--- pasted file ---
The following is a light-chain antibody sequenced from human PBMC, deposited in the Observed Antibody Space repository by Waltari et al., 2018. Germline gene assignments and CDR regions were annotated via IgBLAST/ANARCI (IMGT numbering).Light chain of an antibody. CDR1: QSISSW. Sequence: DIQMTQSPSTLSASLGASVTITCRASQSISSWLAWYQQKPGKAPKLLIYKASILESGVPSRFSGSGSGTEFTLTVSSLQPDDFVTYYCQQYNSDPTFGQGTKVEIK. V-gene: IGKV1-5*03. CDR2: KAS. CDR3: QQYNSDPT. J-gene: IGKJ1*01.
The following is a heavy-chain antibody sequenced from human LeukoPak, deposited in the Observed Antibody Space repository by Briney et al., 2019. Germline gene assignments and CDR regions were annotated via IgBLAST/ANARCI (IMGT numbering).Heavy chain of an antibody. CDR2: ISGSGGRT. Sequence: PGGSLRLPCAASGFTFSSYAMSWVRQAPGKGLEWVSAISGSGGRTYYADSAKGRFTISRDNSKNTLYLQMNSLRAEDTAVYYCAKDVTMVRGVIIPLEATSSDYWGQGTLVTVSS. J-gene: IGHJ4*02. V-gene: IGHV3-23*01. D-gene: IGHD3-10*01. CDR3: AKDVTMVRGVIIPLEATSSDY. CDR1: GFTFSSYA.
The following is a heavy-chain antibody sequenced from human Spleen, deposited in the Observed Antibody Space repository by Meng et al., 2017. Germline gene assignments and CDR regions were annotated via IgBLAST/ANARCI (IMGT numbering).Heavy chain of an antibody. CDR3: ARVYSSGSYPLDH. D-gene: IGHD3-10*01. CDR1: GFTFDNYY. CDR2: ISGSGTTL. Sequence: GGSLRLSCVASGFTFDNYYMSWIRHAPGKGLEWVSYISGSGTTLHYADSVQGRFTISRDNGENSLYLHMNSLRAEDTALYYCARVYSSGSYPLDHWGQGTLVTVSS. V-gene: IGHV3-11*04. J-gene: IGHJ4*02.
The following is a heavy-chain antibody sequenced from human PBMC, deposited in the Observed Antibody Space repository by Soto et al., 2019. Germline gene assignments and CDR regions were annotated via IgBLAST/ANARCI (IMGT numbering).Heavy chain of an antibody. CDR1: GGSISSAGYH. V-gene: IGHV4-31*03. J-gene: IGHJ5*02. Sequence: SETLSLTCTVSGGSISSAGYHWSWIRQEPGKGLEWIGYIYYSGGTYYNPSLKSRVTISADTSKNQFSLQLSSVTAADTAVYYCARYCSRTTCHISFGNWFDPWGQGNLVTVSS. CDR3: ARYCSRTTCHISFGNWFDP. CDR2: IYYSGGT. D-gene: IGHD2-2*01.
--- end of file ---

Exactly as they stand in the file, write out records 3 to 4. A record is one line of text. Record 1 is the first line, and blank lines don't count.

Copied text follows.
The following is a heavy-chain antibody sequenced from human Spleen, deposited in the Observed Antibody Space repository by Meng et al., 2017. Germline gene assignments and CDR regions were annotated via IgBLAST/ANARCI (IMGT numbering).Heavy chain of an antibody. CDR3: ARVYSSGSYPLDH. D-gene: IGHD3-10*01. CDR1: GFTFDNYY. CDR2: ISGSGTTL. Sequence: GGSLRLSCVASGFTFDNYYMSWIRHAPGKGLEWVSYISGSGTTLHYADSVQGRFTISRDNGENSLYLHMNSLRAEDTALYYCARVYSSGSYPLDHWGQGTLVTVSS. V-gene: IGHV3-11*04. J-gene: IGHJ4*02.
The following is a heavy-chain antibody sequenced from human PBMC, deposited in the Observed Antibody Space repository by Soto et al., 2019. Germline gene assignments and CDR regions were annotated via IgBLAST/ANARCI (IMGT numbering).Heavy chain of an antibody. CDR1: GGSISSAGYH. V-gene: IGHV4-31*03. J-gene: IGHJ5*02. Sequence: SETLSLTCTVSGGSISSAGYHWSWIRQEPGKGLEWIGYIYYSGGTYYNPSLKSRVTISADTSKNQFSLQLSSVTAADTAVYYCARYCSRTTCHISFGNWFDPWGQGNLVTVSS. CDR3: ARYCSRTTCHISFGNWFDP. CDR2: IYYSGGT. D-gene: IGHD2-2*01.